Occasionally

Some articles on occasionally:

Andean Siskin - Ecology
... of 1,800 and 3,700 m (5,900 and 12,100 ft), though occasionally ranges as low as 1,500 m (4,900 ft) in Colombia ... It may also be seen on open hillsides with scattered trees or bushes and occasionally range to edges of cultivation ... Siskin is found in pairs or small flocks of up to 20, occasionally mixed with other species of finch, such as Hooded Siskin in northern Ecuador ...
Climate Of Alabama
... Hailstorms occur occasionally in the spring and summer, but are seldom destructive ... fall, when destructive winds and tornadoes occasionally occur ... in the southern part, and major hurricanes occasionally strike the coast which can be very destructive ...
Skin Flora - Species Variety - Bacteria
... microbes Organism observations Staphylococcus epidermidis Common, occasionally pathogenic Staphylococcus aureus Infrequent, usually pathogenic Staphylococcus warneri Infrequent, occasionally ... Frequent, occasionally pathogenic Acinetobacter johnsonii Frequent, occasionally pathogenic Pseudomonas aeruginosa Infrequent, occasionally pathogenic ...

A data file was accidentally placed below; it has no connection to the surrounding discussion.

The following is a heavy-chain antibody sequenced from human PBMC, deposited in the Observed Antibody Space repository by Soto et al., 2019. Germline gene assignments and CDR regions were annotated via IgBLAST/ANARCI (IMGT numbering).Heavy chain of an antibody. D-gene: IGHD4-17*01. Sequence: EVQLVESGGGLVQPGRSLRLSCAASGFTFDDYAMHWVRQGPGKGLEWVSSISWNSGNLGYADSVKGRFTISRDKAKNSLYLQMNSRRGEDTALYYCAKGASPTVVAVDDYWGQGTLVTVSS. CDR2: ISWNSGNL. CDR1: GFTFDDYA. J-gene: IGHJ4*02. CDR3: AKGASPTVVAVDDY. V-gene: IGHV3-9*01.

Eurybia (plant) - Description
... toothed, though they may also occasionally be spinulose-serrate, that is being toothed with small spines ... are narrowly scarious, meaning membranous and dry, or occasionally herbaceous, and often ciliolate, i.e ... stiff soft hairs), or villous (having soft shaggy hairs), and occasionally they are more or less stipitate-glandular ...
Tiny Hawk - Behavior
... On clear mornings (and occasionally in late afternoons), the Tiny Hawk will sometimes sun itself on a high open branch ... Occasionally, pairs will sun together ... Tiny Hawks occasionally soar above the forest canopy ...

Famous quotes containing the word occasionally:

    The hard woods, occasionally occurring exclusively, were less wild to my eye. I fancied them ornamental grounds, with farmhouses in the rear.
    Henry David Thoreau (1817–1862)

    The afflicted are not listened to. They are like someone whose tongue has been cut out and who occasionally forgets the fact. When they move their lips no ear perceives any sound. And they themselves soon sink into impotence in the use of language, because of the certainty of not being heard.
    Simone Weil (1909–1943)